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With thy bright circlet, praise Him in thy sphere, While day arises, that sweet hour of prime. Thou sun, of this great world both eye

and soul, Acknowledge Him thy greater, sound His praise In thy eternal course, both when thou climb'st, And when high noon hast gain’d, and when thou

fall'st. Moon, that now meetst the orient sun, now fly'st With the fix'd stars, fix'd in their orb that flies, And ye

five other wandring fires that move In mystic dance not without

resound His praise, who out of darkness call'd up light. Air, and ye elements, the eldest birth Of nature's womb, that in quaternion run Perpetual circle, multiform; and mix And nourish all things; let your ceaseless change Vary to our Great Maker still new praise. Ye mists and exhalations that now rise From hill or steaming lake, dusky or grey, Till the sun paint your fleecy skirts with gold, In honour to the world's Great Author rise, Whether to deck with clouds th’ uncolourd sky, Or wet the thirsty earth with falling showers, Rising or falling, still advance His praise. His praise, ye winds, that from four quarters blow, Breathe soft or loud; and wave your tops, ye pines, With every plant, in sign of worship wave.

song,

Tell me, how

may

I know Him, how adore, From whom I have that thus I move and live, And feel that I am happier than I know. While thus I calld, and stray'd I knew not whither, From where I first drew air, and first beheld This happy light, when answer none return’d, On a green shady bank, profuse of flowers, Pensive I sat me down; there gentle sleep First found me; and with soft oppression seiz’d My drowsed sense, untroubled, though I thought I then was passing to my

former'state, Insensible, and forthwith to dissolve: When suddenly stood at my head a dream, Whose inward apparition gently mov'd My fancy to believe I yet had being, And liv’d: One came, methought, of shape divine, And said, Thy mansion wants thee, Adam, rise, First man, of men innumerable ordain'd First father; calld by thee, I come thy guide To the garden of bliss, thy scat prepar'd. So saying, by the hand He took me rais’d, And over fields and waters, as in air, Smooth sliding without step, last led me up A woody mountain, whose high top was plain; A circuit wide, inclos'd, with goodliest trees Planted, with walks and bowers, that what I saw Of earth before scarce pleasant seem'd. Each tree

Loaden with fairest fruit, that hung to th’eye
Tempting, stirr'd in me sudden appetite
To pluck and eat: whereat, I wak’d, and found
Before mine eyes all real, as the dream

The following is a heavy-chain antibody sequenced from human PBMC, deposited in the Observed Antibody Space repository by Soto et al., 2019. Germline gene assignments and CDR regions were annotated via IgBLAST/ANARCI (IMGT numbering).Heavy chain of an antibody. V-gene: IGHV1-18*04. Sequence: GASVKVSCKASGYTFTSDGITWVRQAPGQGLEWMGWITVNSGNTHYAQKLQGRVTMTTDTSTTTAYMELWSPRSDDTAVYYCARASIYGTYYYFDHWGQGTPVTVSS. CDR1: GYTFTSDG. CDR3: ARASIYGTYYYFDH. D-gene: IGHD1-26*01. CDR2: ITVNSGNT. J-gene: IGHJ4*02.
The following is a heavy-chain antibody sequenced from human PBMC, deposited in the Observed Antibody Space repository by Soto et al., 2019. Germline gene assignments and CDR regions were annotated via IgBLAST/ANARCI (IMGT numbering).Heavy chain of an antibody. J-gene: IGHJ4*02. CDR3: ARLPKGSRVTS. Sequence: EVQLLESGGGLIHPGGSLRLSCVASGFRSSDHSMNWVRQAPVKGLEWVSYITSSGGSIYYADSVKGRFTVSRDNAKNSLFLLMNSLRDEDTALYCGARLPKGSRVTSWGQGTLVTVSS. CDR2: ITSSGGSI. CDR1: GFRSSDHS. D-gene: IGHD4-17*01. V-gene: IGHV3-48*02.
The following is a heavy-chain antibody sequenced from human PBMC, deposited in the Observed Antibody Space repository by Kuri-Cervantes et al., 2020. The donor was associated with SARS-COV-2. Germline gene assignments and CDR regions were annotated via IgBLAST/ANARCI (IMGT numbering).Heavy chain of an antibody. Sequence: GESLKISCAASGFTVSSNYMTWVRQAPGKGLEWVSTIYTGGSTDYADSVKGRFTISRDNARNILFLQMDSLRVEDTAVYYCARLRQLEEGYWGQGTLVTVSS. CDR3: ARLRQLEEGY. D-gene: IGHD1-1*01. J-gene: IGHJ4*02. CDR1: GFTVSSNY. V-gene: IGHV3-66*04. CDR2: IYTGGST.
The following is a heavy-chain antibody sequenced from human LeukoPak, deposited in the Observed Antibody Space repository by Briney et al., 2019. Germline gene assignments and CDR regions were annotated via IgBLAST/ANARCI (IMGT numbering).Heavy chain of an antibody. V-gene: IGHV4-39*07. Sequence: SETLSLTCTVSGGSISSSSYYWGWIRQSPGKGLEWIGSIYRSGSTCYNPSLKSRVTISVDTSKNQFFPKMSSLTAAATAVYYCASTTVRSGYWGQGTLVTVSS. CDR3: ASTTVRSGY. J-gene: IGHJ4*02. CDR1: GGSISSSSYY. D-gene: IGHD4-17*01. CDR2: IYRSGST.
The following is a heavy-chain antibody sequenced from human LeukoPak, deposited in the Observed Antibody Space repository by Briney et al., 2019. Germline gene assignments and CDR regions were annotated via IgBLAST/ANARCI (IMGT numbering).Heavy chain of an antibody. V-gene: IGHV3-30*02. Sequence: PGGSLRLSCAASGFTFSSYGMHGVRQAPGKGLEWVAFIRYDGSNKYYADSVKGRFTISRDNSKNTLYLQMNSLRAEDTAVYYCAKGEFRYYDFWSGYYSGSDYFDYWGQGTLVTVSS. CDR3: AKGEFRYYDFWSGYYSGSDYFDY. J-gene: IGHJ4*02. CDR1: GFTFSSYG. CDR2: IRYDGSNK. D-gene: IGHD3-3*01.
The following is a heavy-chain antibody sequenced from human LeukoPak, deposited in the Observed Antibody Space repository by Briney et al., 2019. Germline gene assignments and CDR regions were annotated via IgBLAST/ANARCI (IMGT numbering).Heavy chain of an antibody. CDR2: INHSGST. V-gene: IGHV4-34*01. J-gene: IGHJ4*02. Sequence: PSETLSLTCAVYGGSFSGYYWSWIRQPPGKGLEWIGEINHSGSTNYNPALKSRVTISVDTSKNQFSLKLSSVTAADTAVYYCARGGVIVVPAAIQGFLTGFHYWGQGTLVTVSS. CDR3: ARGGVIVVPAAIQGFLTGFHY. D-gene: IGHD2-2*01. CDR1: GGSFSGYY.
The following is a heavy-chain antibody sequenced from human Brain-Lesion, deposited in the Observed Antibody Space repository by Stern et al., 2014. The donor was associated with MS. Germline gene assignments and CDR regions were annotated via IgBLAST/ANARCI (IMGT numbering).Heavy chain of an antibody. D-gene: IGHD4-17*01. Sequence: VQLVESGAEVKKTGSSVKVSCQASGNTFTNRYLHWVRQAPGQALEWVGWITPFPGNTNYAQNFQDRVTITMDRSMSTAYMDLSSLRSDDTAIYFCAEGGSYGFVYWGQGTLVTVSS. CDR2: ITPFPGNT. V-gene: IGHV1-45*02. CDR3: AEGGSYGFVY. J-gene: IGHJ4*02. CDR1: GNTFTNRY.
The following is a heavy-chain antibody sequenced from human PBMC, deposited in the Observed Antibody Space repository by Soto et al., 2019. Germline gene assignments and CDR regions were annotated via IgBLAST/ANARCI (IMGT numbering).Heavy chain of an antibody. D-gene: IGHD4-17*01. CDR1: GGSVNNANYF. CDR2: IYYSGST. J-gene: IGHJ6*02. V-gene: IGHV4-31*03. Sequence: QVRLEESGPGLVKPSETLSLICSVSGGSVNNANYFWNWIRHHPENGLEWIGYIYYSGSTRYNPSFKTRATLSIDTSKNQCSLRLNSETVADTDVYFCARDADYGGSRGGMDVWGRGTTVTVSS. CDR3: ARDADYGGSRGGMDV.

Had lively shadow'd: here had new begun
My wand'ring, had not He who was my guide
Up hither, from among the trees appear'd,
Presence Divine. Rejoicing, but with awe,
In adoration at His feet I fell
Submiss; Herear'd me, and, Whom thou sought'st,

I AM,
Said mildly, Author of all this thou seest
Above, or round about the or beneath;
This paradise I give thee, count it thine.

ADAM'S

PENITENTIAL REFLECTIONS AFTER

HIS FALL.

MILTON.

O MISERABLE of happy! is this the end
Of this new glorious world, and me so late
The glory of that glory, who now become
Accurs'd of blessed? Hide me from the face

Of God, Whom to behold was then my height
Of happiness! yet well, if here would end
The misery; I deserv'd it, and would bear
My own deservings; but this will not serve:
All that I eat or drink, or shall beget,
Is propagated curse. O voice once heard
Delightfully, Increase and multiply,
Now death to hear! for what can I increase
Or multiply, but curses on my head?
Who, of all ages to succeed, but feeling
The evil on him brought by me, will curse
My head? Ill faré our ancestor impure,
For this we may thank Adam; but his thanks
Shall be the execration; so besides
Mine own that bide upon me, all from me
Shall with a fierce reflux on me redound,
On me, as on their natural centre, light
Heavy, though in their place. O fleeting joys-
Of paradise, dear bought with lasting woes!
Did I request Thee, Maker, from my clay
To mould me man? Did I solicit Thee
From darkness to promote me, or here place
In this delicious garden? As my will
Concurr'd not to my being, it were but right
And equal to reduce me to my dust,
Desirous to resign and render back
All I receiv'd, unable to perform

Thy terms too hard, by which I was to hold
The good I sought not. To the loss of that,
Sufficient penalty, why hast thou added
The sense of endless woes ? Inexplicable
Thy justice seems; yet, to say truth, too late
I thus contest; then should have been refus'd
Those terms whatever, when they were propos’d:
Thou didst accept them; wilt thou enjoy the good,
Then cayil the conditions and though God
Made thee without thy leave, what if thy son
Prove disobedient, and reprov'd, retort,
Wherefore didst thou beget me? I sought it not:
Wouldst thou admit for his contempt of thee,
That proud excuse? yet him, not thy election,
But natural necessity begot.
God made thee of choice his own, and of his own
To serve him ; thy reward was of his grace,
Thy punishment then justly is at his will.
Be it so, for I submit; his doom is fair,
That dust I am, and shall to dust return:
O welcome hour whenever ! why delays
His hand to execute what his decree
Fix'd on this day? why do I overlive,
Why am I mock'd with death, and lengthen'd out
To deathless pain? how gladly would I meet
Mortality my sentence, and be earth
Insensible! how glad would lay me down

B

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